Adult Children of Mentally ill Parents

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Adult Children of Mentally ill Parents
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A book about my experiences

Hi everyone,

My mother was diagnosed with paranoid schizophrenia in her early twenties and my father was an alcoholic. I was born during one of my mother’s many stays in a mental hospital, and she was in and out of hospitals throughout my childhood. When I was very young, I ended up in a foster home for a year because my father had to work and my mother was sick again and couldn’t take care of me. I think all the chaos and worry my father went through because of my mother’s illness made his drinking worse, but even when things were relatively stable, he still spent the majority of the time he wasn’t at work drunk. He hated his job and regretted the choices he had made in life so drinking was his escape. When my mother quit taking her meds and went off the rails, he would scream at her and push her around in his frustration. My mother quit taking her meds for the last time when I was 26; she walked out of her house in the middle of winter without shoes or a coat and froze to death beside a river outside of town. My father died a few months later.

I decided to write an autobiographical novel because I wanted to find out more about the part of me that is a product of my past, so in writing a novel with characters and a storyline, I was able to step outside myself and face the good and not so good parts of myself. I learned many things carrying out this DIY therapy, but one realization made the biggest impact on me. Because of my acute embarrassment at having parents whose problems were known by everyone in my hometown, I had (and still struggle with) very low self-esteem that I try to hide with anger and aloofness. I spent most of my youth worrying about what people thought of me and trying to please them, as opposed to trying to figure out how to live a fulfilling life. I think if I had one piece of advice for children in a similar situation, it would be to make sure you take care of yourself emotionally. It’s so easy to focus on the overwhelming task of bringing yourself up and taking care of your parents in these situations, which seem like the most important things at the time, but having a direction is equally important and sleepwalking aimlessly through life sucks.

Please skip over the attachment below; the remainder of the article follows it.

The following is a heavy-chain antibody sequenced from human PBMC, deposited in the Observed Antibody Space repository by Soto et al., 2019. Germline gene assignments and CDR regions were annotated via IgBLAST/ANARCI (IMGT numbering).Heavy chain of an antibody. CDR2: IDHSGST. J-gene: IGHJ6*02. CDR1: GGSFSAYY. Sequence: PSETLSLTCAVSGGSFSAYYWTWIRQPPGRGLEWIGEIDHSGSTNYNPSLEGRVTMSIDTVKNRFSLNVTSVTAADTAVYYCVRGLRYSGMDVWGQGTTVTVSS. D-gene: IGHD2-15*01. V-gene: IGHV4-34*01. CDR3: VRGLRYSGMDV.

When I was going through all this it was the seventies to early nineties and pre-internet – I know it’s very difficult to imagine a world without the web! Without all the support websites and forums that exist today, I felt like I was the only person in the world in my situation. Ok, there must have been people with one parent with a problem (I wasn’t aware of any) but both parents? Anyway, there obviously were, but at the time, I felt very alone.

I really want to share my experiences with people who are coping or have coped in the past with alcoholic or mentally ill parents, which is why I’m posting on this forum. I’ve set up a website to let people know about my efforts to get the book published and make it available as an e-book on Kindle and a few other places. Please take a look and pass the link along to anyone you think might be interested. The book should be available on Kindle and a few other e-book sites by Fall or possibly Winter this year.

Sherri McLain